International Sleeve Gastrectomy Expert Panel Consensus Statement: best practice guidelines based on experience of >12,000 cases.

Department of Surgery, Section of Minimally Invasive Surgery, Cleveland Clinic Florida, 2950 Cleveland Clinic Boulevard, Weston, FL 33331, USA.
Surgery for Obesity and Related Diseases (Impact Factor: 4.94). 01/2012; 8(1):8-19. DOI: 10.1016/j.soard.2011.10.019
Source: PubMed

ABSTRACT Laparoscopic sleeve gastrectomy (LSG) is an emerging surgical approach, but 1 that has seen a surge in popularity because of its perceived technical simplicity, feasibility, and good outcomes. An international expert panel was convened in Coral Gables, Florida on March 25 and 26, 2011, with the purpose of providing best practice guidelines through consensus regarding the performance of LSG. The panel comprised 24 centers and represented 11 countries, spanning all major regions of the world and all 6 populated continents, with a collective experience of >12,000 cases. It was thought prudent to hold an expert consensus meeting of some of the surgeons across the globe who have performed the largest volume of cases to discuss and provide consensus on the indications, contraindications, and procedural aspects of LSG. The panel undertook this consensus effort to help the surgical community improve the efficacy, lower the complication rates, and move toward adoption of standardized techniques and measures. The meeting took place at on-site meeting facilities, Biltmore Hotel, Coral Gables, Florida.
Expert panelists were invited to participate according to their publications, knowledge and experience, and identification as surgeons who had performed >500 cases. The topics for consensus encompassed patient selection, contraindications, surgical technique, and the prevention and management of complications. The responses were calculated and defined as achieving consensus (≥70% agreement) or no consensus (<70% agreement).
Full consensus was obtained for the essential aspects of the indications and contraindications, surgical technique, management, and prevention of complications. Consensus was achieved for 69 key questions.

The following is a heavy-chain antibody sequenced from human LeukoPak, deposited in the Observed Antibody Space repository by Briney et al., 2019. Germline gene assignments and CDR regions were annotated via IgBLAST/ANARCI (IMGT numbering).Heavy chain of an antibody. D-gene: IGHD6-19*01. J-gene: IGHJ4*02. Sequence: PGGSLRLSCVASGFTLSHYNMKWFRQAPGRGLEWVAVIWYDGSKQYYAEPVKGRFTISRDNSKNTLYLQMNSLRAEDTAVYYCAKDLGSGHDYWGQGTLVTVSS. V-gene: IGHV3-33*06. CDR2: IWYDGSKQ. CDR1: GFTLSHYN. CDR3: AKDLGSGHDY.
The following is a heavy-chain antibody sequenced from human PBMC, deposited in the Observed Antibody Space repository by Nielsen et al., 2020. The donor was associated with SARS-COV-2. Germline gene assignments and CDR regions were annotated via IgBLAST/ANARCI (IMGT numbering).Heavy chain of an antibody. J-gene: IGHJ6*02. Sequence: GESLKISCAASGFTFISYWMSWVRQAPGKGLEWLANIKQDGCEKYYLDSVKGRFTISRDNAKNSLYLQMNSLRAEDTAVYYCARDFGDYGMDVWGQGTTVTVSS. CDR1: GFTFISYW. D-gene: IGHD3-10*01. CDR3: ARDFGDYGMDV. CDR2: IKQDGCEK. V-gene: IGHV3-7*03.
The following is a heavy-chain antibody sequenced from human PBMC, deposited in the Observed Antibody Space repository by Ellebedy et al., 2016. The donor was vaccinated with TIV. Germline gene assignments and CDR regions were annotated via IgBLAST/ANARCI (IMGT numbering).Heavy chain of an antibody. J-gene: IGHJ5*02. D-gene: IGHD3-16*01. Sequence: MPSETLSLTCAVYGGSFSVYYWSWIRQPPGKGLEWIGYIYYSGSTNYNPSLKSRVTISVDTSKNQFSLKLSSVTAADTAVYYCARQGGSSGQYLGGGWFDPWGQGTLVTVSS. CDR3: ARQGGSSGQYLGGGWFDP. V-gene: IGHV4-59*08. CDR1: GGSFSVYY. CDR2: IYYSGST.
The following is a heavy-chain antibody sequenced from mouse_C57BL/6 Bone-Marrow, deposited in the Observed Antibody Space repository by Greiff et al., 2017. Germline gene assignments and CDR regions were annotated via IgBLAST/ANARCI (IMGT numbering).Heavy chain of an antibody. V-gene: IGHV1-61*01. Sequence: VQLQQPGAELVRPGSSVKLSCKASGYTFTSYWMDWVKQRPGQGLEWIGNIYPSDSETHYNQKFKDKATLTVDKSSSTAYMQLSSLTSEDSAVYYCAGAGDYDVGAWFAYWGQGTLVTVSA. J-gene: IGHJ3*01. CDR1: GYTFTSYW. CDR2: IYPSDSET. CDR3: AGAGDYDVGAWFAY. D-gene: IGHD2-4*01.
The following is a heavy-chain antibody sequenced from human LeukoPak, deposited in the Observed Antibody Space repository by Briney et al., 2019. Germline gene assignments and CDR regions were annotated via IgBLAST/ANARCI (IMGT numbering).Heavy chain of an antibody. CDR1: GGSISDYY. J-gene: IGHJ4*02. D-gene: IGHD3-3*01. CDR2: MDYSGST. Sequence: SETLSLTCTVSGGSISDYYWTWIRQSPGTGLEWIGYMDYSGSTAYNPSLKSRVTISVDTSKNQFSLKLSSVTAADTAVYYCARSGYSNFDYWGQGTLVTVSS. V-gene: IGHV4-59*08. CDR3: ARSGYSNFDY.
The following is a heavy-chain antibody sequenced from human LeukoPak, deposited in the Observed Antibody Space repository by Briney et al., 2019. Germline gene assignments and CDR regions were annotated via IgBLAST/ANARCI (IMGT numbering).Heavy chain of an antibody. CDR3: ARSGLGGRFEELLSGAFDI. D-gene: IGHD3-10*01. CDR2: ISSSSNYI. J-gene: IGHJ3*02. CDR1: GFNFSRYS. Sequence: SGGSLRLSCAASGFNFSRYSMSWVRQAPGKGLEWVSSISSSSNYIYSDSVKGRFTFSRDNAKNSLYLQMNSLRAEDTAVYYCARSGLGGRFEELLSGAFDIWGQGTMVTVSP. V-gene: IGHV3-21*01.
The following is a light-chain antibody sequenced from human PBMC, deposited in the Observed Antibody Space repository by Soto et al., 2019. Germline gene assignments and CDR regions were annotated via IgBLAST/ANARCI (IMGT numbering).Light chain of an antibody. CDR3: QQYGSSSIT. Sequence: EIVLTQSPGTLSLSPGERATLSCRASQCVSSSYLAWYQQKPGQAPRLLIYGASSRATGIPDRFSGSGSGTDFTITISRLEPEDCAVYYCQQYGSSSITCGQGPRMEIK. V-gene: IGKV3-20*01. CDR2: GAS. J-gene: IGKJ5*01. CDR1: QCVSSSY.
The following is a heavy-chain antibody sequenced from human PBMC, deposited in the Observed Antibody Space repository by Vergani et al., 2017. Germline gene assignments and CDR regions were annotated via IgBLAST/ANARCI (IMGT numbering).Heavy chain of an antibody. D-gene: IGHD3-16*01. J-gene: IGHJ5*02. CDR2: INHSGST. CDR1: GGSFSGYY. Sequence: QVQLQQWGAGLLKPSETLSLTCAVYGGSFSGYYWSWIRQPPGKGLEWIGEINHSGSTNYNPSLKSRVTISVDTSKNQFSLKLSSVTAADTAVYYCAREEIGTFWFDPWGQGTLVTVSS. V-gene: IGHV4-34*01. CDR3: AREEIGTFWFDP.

The present consensus report represents the best practice guidelines for the performance of LSG, with recommendations in the 3 aforementioned areas. This report and its findings support a first effort toward the standardization of techniques and adoption of working recommendations formulated according to expert experience.

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    ABSTRACT: Background and Objectives: This study evaluates our technique for robot-assisted sleeve gastrectomy for morbidly obese and super obese patients and our outcomes. Methods: A retrospective analysis of patients who underwent robot-assisted sleeve gastrectomy at a single center was performed. The procedure was performed with the da Vinci Si HD Surgical System (Intuitive Surgical, Sunnyvale, California). The staple line was imbricated with No. 2-0 polydioxanone in all cases. The super obese (body mass index ≥50 kg/m2) subset of patients was compared with the morbidly obese group in terms of demographic characteristics, comorbidities, operative times, perioperative complications, and excess body weight loss. Results: A total of 35 patients (15 female and 20 male patients) with a mean body mass index of 48.17 ± 11.7 kg/m2 underwent robot-assisted sleeve gastrectomy. Of these patients, 11 were super obese and 24 were morbidly obese. The mean operative time was 116.3 ± 24.7 minutes, and the mean docking time was 8.9 ± 5.4 minutes. Mean blood loss was 19.36 ± 4.62 mL, and there were no complications, conversions, or perioperative deaths. When compared with the morbidly obese patients, the super obese patients showed no significant difference in operative time, blood loss, and length of hospital stay. There was a steep decline in operating room times after 10 cases of robot-assisted sleeve gastrectomy. Conclusion: This study shows the feasibility and safety of robot-assisted sleeve gastrectomy. Robotic assistance might help overcome the operative difficulties encountered in super obese patients. It shows a rapid reduction in operative times with the growing experience of the entire operative team. Robot-assisted sleeve gastrectomy can be a good procedure by which to introduce robotics in a bariatric surgery center before going on to perform Roux-en-Y gastric bypass and revision procedures.